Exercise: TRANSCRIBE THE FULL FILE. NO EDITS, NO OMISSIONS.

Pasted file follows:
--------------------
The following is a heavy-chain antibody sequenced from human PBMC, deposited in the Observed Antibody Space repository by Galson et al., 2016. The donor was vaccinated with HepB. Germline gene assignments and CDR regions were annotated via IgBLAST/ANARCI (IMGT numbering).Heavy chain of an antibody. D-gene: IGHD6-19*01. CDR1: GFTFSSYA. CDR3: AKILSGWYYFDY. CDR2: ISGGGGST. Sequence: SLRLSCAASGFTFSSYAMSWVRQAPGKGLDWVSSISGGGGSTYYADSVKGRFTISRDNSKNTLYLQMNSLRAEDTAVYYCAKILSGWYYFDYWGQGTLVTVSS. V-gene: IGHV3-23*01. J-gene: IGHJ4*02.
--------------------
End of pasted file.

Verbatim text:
The following is a heavy-chain antibody sequenced from human PBMC, deposited in the Observed Antibody Space repository by Galson et al., 2016. The donor was vaccinated with HepB. Germline gene assignments and CDR regions were annotated via IgBLAST/ANARCI (IMGT numbering).Heavy chain of an antibody. D-gene: IGHD6-19*01. CDR1: GFTFSSYA. CDR3: AKILSGWYYFDY. CDR2: ISGGGGST. Sequence: SLRLSCAASGFTFSSYAMSWVRQAPGKGLDWVSSISGGGGSTYYADSVKGRFTISRDNSKNTLYLQMNSLRAEDTAVYYCAKILSGWYYFDYWGQGTLVTVSS. V-gene: IGHV3-23*01. J-gene: IGHJ4*02.